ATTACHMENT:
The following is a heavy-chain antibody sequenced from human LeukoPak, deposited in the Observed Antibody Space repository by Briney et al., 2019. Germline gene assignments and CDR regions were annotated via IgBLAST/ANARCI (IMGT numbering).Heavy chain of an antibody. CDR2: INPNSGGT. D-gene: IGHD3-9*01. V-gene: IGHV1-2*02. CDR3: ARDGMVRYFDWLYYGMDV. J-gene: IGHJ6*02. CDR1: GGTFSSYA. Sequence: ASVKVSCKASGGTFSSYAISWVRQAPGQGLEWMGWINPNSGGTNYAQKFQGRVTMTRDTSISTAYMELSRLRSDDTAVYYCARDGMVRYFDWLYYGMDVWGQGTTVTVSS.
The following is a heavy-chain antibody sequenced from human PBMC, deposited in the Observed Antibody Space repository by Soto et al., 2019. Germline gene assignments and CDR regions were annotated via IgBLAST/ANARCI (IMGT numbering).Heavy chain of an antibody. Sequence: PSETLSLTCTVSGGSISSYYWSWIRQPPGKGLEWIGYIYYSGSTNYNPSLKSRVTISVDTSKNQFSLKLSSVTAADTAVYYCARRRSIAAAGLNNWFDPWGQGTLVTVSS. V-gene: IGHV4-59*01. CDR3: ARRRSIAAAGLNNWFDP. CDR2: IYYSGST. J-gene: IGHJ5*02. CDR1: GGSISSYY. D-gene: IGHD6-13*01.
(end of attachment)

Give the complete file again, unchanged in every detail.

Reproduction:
The following is a heavy-chain antibody sequenced from human LeukoPak, deposited in the Observed Antibody Space repository by Briney et al., 2019. Germline gene assignments and CDR regions were annotated via IgBLAST/ANARCI (IMGT numbering).Heavy chain of an antibody. CDR2: INPNSGGT. D-gene: IGHD3-9*01. V-gene: IGHV1-2*02. CDR3: ARDGMVRYFDWLYYGMDV. J-gene: IGHJ6*02. CDR1: GGTFSSYA. Sequence: ASVKVSCKASGGTFSSYAISWVRQAPGQGLEWMGWINPNSGGTNYAQKFQGRVTMTRDTSISTAYMELSRLRSDDTAVYYCARDGMVRYFDWLYYGMDVWGQGTTVTVSS.
The following is a heavy-chain antibody sequenced from human PBMC, deposited in the Observed Antibody Space repository by Soto et al., 2019. Germline gene assignments and CDR regions were annotated via IgBLAST/ANARCI (IMGT numbering).Heavy chain of an antibody. Sequence: PSETLSLTCTVSGGSISSYYWSWIRQPPGKGLEWIGYIYYSGSTNYNPSLKSRVTISVDTSKNQFSLKLSSVTAADTAVYYCARRRSIAAAGLNNWFDPWGQGTLVTVSS. V-gene: IGHV4-59*01. CDR3: ARRRSIAAAGLNNWFDP. CDR2: IYYSGST. J-gene: IGHJ5*02. CDR1: GGSISSYY. D-gene: IGHD6-13*01.